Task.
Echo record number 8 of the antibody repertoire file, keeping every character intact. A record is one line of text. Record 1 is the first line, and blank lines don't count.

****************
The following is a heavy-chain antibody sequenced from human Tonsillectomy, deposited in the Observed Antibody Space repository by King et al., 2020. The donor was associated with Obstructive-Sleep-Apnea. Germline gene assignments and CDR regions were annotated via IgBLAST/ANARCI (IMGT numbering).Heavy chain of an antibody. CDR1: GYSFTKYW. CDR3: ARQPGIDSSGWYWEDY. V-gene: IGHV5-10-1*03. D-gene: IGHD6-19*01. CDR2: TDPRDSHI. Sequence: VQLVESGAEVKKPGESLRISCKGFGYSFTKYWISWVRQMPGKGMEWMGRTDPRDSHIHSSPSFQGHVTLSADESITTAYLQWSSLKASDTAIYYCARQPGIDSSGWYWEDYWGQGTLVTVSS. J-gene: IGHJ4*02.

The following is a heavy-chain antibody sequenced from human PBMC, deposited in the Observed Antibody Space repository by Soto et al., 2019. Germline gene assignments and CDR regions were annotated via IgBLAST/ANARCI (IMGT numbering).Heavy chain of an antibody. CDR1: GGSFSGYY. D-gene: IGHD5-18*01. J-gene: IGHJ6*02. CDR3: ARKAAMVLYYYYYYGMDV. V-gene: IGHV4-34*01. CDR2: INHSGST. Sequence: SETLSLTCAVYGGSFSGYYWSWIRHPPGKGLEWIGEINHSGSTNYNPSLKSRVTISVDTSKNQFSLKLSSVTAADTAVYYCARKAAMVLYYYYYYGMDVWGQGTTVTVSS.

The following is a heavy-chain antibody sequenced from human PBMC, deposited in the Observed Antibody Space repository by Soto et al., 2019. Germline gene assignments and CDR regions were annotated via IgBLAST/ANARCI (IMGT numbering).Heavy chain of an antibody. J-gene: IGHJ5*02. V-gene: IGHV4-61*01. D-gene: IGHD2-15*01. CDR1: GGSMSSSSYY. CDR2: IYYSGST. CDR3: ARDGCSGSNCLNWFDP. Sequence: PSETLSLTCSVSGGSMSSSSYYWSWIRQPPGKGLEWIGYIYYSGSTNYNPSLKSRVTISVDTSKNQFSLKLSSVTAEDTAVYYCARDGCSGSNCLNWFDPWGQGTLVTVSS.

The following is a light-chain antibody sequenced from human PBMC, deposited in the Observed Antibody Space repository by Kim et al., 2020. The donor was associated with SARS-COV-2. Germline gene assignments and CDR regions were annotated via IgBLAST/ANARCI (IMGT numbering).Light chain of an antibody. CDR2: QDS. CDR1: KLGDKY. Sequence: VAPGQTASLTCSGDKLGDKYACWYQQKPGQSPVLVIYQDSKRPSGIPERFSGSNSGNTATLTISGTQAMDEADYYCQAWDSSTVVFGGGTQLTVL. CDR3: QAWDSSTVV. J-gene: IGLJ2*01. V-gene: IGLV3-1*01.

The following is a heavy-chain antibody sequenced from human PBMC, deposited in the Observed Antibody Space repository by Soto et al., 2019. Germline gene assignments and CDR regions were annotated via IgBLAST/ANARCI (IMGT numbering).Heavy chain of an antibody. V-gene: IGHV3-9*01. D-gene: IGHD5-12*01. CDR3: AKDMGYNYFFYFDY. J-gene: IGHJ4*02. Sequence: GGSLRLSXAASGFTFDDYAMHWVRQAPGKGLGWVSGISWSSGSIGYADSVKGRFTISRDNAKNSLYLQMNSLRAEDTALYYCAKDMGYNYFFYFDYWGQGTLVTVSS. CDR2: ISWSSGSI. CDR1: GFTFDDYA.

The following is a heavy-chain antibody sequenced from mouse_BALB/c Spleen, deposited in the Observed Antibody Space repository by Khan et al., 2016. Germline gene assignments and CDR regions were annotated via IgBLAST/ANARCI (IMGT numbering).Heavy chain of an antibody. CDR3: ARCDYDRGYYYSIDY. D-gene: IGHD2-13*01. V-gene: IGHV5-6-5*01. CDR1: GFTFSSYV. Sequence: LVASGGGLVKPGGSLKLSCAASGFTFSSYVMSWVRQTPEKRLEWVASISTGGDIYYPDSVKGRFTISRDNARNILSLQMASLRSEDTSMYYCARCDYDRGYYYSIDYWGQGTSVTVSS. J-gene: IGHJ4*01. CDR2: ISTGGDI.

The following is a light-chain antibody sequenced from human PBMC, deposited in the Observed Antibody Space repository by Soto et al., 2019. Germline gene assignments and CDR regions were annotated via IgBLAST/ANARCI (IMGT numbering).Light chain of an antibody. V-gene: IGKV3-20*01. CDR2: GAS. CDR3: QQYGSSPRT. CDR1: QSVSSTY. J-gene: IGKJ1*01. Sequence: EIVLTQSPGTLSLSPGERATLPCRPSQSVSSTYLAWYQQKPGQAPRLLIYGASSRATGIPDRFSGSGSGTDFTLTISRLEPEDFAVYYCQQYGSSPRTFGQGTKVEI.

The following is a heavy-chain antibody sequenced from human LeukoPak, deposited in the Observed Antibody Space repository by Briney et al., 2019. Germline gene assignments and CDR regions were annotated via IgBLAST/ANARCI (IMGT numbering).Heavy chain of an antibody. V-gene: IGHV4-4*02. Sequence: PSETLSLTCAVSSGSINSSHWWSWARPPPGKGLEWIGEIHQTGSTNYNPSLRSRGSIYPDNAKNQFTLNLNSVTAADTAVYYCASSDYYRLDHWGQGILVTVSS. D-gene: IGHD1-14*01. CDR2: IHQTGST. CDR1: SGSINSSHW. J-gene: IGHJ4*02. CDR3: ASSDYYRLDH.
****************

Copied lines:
The following is a heavy-chain antibody sequenced from human LeukoPak, deposited in the Observed Antibody Space repository by Briney et al., 2019. Germline gene assignments and CDR regions were annotated via IgBLAST/ANARCI (IMGT numbering).Heavy chain of an antibody. V-gene: IGHV4-4*02. Sequence: PSETLSLTCAVSSGSINSSHWWSWARPPPGKGLEWIGEIHQTGSTNYNPSLRSRGSIYPDNAKNQFTLNLNSVTAADTAVYYCASSDYYRLDHWGQGILVTVSS. D-gene: IGHD1-14*01. CDR2: IHQTGST. CDR1: SGSINSSHW. J-gene: IGHJ4*02. CDR3: ASSDYYRLDH.